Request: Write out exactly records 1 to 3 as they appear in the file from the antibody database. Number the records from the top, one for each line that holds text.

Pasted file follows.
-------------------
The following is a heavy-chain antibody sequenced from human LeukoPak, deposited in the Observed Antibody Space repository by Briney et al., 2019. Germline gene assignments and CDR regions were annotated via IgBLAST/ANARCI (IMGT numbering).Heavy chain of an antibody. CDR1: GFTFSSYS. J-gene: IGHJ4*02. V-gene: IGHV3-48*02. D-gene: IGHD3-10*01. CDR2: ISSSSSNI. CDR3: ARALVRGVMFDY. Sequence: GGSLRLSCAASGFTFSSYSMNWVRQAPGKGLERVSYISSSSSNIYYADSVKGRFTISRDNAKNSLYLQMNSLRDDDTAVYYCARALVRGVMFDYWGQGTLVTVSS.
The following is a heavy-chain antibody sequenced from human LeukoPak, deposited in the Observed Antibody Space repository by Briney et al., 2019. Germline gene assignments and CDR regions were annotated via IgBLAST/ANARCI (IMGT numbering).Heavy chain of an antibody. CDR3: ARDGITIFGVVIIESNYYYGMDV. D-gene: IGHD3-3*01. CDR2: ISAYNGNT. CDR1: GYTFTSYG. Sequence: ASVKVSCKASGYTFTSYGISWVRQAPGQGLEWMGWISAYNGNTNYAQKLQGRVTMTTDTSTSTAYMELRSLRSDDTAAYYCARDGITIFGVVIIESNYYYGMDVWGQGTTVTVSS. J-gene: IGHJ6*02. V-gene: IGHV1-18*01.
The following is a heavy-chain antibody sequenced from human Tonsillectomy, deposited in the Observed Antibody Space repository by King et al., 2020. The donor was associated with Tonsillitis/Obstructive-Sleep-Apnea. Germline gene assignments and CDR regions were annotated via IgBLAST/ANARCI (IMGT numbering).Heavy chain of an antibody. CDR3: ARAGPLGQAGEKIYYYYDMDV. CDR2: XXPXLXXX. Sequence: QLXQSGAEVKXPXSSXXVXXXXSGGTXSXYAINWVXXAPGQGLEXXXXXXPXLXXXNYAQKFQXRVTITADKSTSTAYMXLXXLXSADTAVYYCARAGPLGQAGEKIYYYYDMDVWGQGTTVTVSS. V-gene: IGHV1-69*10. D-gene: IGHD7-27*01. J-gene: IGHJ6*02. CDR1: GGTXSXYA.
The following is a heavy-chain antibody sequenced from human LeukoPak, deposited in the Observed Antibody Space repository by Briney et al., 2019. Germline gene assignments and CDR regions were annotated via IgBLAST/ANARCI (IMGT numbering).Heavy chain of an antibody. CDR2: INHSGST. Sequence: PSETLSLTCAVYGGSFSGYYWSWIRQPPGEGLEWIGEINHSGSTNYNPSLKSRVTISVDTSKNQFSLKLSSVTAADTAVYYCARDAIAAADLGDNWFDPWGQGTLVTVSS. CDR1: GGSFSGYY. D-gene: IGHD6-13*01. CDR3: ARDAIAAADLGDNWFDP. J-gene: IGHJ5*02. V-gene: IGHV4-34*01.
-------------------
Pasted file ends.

The following is a heavy-chain antibody sequenced from human LeukoPak, deposited in the Observed Antibody Space repository by Briney et al., 2019. Germline gene assignments and CDR regions were annotated via IgBLAST/ANARCI (IMGT numbering).Heavy chain of an antibody. CDR1: GFTFSSYS. J-gene: IGHJ4*02. V-gene: IGHV3-48*02. D-gene: IGHD3-10*01. CDR2: ISSSSSNI. CDR3: ARALVRGVMFDY. Sequence: GGSLRLSCAASGFTFSSYSMNWVRQAPGKGLERVSYISSSSSNIYYADSVKGRFTISRDNAKNSLYLQMNSLRDDDTAVYYCARALVRGVMFDYWGQGTLVTVSS.
The following is a heavy-chain antibody sequenced from human LeukoPak, deposited in the Observed Antibody Space repository by Briney et al., 2019. Germline gene assignments and CDR regions were annotated via IgBLAST/ANARCI (IMGT numbering).Heavy chain of an antibody. CDR3: ARDGITIFGVVIIESNYYYGMDV. D-gene: IGHD3-3*01. CDR2: ISAYNGNT. CDR1: GYTFTSYG. Sequence: ASVKVSCKASGYTFTSYGISWVRQAPGQGLEWMGWISAYNGNTNYAQKLQGRVTMTTDTSTSTAYMELRSLRSDDTAAYYCARDGITIFGVVIIESNYYYGMDVWGQGTTVTVSS. J-gene: IGHJ6*02. V-gene: IGHV1-18*01.
The following is a heavy-chain antibody sequenced from human Tonsillectomy, deposited in the Observed Antibody Space repository by King et al., 2020. The donor was associated with Tonsillitis/Obstructive-Sleep-Apnea. Germline gene assignments and CDR regions were annotated via IgBLAST/ANARCI (IMGT numbering).Heavy chain of an antibody. CDR3: ARAGPLGQAGEKIYYYYDMDV. CDR2: XXPXLXXX. Sequence: QLXQSGAEVKXPXSSXXVXXXXSGGTXSXYAINWVXXAPGQGLEXXXXXXPXLXXXNYAQKFQXRVTITADKSTSTAYMXLXXLXSADTAVYYCARAGPLGQAGEKIYYYYDMDVWGQGTTVTVSS. V-gene: IGHV1-69*10. D-gene: IGHD7-27*01. J-gene: IGHJ6*02. CDR1: GGTXSXYA.